Perhaps the best recent example has been the help that IP incentives have been for the development and delivery of an amazing number of new COVID vaccines to the world in record time. Intellectual property was not only an incentive, but also allowed the pharma, research, and public sectors to collaborate and share information and technologies in an unprecedented way. In the words of Thomas Cueni of the IFPMA, “IP is what brought the solution to this pandemic. Patents and intellectual property remain the lifeline for future pandemic preparedness and allow companies to operate at never-before-seen speeds and invest heavily in risky research without any guaranteed reward.”
How can we get the message out?
There are several ways in which we can and should get these key messages and information out about IP to people, using normal words and telling the story in an interesting and convincing way. This is what we are trying to do at Ideas Matter, through things like –
- Telling stories of real people, for example by interviews with small companies that are relying on intellectual property to bring their new inventions and creations to the world.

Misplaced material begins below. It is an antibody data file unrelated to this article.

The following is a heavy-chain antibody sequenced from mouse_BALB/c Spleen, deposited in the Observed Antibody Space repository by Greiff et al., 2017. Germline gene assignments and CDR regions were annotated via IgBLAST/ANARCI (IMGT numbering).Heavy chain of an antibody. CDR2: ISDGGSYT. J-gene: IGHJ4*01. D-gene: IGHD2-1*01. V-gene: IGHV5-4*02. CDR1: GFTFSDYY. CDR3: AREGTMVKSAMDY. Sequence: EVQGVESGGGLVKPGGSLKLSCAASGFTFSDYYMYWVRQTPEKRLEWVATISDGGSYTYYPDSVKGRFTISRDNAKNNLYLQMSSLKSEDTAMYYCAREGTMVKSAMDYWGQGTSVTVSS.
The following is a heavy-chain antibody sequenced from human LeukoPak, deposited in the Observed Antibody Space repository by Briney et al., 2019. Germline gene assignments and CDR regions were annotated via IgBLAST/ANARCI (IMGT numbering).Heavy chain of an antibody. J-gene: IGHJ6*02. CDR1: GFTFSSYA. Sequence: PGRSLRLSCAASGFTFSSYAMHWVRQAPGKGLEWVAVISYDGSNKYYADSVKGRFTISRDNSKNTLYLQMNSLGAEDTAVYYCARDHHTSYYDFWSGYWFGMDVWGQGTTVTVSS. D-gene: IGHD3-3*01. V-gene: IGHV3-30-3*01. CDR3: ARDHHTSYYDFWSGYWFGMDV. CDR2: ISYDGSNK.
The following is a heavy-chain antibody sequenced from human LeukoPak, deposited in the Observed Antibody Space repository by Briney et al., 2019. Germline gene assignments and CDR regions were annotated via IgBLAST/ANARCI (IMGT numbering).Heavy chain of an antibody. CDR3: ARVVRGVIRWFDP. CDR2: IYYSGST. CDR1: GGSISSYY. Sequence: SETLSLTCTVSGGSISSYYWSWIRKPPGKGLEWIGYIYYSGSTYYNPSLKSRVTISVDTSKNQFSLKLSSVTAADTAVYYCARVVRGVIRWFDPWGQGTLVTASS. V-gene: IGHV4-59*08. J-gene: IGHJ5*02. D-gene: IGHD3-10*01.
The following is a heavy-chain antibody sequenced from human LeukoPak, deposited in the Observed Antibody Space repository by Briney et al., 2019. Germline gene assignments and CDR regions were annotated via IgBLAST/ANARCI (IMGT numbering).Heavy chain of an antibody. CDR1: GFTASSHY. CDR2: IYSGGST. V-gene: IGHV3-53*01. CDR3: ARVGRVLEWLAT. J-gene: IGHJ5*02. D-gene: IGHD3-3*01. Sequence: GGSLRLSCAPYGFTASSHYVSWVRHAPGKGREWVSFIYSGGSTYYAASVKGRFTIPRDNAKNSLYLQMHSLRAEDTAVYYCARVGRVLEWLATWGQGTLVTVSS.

- Supplying useful data, for example explanations of how intellectual property works, and statistics on the advantages IP provides to innovation, companies, and society.
- Providing convincing commentary, for example, our video interview with the head of the Motion Picture Association in Europe, Stan McCoy, where explained why it’s important for people to get their film and video content from legitimate internet sites.
- Doing effective media and internet outreach. Social media is a great way to communicate about intellectual property on a regular basis. Ideas Matter typically does a dozen different tweets a week on Twitter highlighting how IP works and provides so many benefits.
It is so important to get the messages about the workings and benefits of intellectual property out much more broadly -- to governments, business, and people at large. Follow us on our Ideas Matter website, Twitter feed, and video postings – and we hope to meet you again in person at some important IP-related events in 2022!